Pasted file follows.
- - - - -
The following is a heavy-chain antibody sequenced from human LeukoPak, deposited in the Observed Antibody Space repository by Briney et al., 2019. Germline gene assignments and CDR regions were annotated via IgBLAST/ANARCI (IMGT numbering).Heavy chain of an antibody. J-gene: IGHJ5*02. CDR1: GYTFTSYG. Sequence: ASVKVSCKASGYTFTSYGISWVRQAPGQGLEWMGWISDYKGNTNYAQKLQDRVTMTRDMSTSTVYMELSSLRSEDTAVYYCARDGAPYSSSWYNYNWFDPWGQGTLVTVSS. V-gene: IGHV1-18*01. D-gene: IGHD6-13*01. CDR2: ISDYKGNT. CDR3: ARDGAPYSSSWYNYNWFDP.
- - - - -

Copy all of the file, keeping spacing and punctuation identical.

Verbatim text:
The following is a heavy-chain antibody sequenced from human LeukoPak, deposited in the Observed Antibody Space repository by Briney et al., 2019. Germline gene assignments and CDR regions were annotated via IgBLAST/ANARCI (IMGT numbering).Heavy chain of an antibody. J-gene: IGHJ5*02. CDR1: GYTFTSYG. Sequence: ASVKVSCKASGYTFTSYGISWVRQAPGQGLEWMGWISDYKGNTNYAQKLQDRVTMTRDMSTSTVYMELSSLRSEDTAVYYCARDGAPYSSSWYNYNWFDPWGQGTLVTVSS. V-gene: IGHV1-18*01. D-gene: IGHD6-13*01. CDR2: ISDYKGNT. CDR3: ARDGAPYSSSWYNYNWFDP.